**Please Note: **
This article is written for users of the following Microsoft Excel versions: 2007, 2010, and 2013. If you are using an earlier version (Excel 2003 or earlier), *this tip may not work for you*. For a version of this tip written specifically for earlier versions of Excel, click here: Nesting IF Worksheet Functions.

If you have done any programming, you know that you can create conditional statements known as If...Then statements. Basically, these statements give you a way to say "If this is true, then do that." Excel provides an IF worksheet function to accomplish essentially the same thing in a formula.

You already know how to use the IF function because it was covered in other *ExcelTips. *What you may not know is that you can nest IF functions. For instance, consider the situation where you want to return a value if two other conditions are true. If cell B5 contains a temperature setting and cell B6 contains a pressure setting, you may want cell B7 to contain the words "TOO HIGH" if B5 is greater than 100 and cell B6 is greater than 50. To do something like this, you could use the following formula:

=IF(B5>100,IF(B6>50,"TOO HIGH",""),"")

Notice that there are two IF functions here. The first one checks to see if the value of B5 is greater than 100. If it is, then the next IF function is invoked. This one checks to see if B6 is greater than 50. If it is, then the words "TOO HIGH" are displayed in the cell. If either of the conditional statements fail, then nothing is displayed in the cell.

*ExcelTips* is your source for cost-effective Microsoft Excel training.
This tip (12611) applies to Microsoft Excel 2007, 2010, and 2013. You can find a version of this tip for the older menu interface of Excel here: **Nesting IF Worksheet Functions**.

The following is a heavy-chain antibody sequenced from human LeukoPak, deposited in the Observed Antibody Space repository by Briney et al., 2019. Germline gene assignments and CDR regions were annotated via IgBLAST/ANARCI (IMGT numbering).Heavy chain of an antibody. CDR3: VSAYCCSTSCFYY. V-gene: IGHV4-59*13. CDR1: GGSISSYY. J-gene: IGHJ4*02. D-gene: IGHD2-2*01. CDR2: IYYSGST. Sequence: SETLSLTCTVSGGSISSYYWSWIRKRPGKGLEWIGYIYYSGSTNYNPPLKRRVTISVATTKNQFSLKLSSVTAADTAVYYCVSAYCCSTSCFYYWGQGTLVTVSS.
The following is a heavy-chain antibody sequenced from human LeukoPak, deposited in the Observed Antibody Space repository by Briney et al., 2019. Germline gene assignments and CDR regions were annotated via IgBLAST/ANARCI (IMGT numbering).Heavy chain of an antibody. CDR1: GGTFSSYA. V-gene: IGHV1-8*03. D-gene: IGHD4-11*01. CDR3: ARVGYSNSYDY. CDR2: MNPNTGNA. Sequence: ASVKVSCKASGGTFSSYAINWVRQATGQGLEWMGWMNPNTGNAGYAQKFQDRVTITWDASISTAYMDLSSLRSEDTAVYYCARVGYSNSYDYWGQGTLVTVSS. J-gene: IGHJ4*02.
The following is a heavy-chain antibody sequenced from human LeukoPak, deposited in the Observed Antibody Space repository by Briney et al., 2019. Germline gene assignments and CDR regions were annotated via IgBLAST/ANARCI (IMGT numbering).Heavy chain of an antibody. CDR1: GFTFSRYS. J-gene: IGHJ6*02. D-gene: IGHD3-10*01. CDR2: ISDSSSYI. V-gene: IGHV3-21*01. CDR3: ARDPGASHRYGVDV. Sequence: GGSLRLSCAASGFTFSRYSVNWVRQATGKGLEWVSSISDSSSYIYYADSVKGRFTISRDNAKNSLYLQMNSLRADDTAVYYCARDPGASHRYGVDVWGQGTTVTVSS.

**Save Time and Supercharge Excel!** Automate virtually any routine task and save yourself hours, days, maybe even weeks. Then, learn how to make Excel do things you thought were simply impossible! Mastering advanced Excel macros has never been easier. Check out *Excel 2010 VBA and Macros* today!

If you need to insert into a cell the name of the workbook in which a worksheet is contained, you can use the CELL function. ...

Discover MoreThe DSUM function is very handy when you need to calculate a sum based on data that matches criteria you specify. If you ...

Discover MoreThe INT function allows you to convert a value to an integer. The effect the function has depends on the characteristics of ...

Discover More**FREE SERVICE:** Get tips like this every week in *ExcelTips,* a free productivity newsletter. Enter your address and click "Subscribe."

2015-12-08 10:25:30

Michael

=IF(B5>100,

IF(B6>50,

"TOO HIGH",

""),

"")

2013-09-26 12:39:27

Bryan

However, I still stand by the only part of my statement you didn't quote: "You really would be better served getting comfortable with the formula bar. The formula selector is nice if you are a really basic user needing really basic functions, but it is limiting if you want to use even a slight fraction of Excel's power."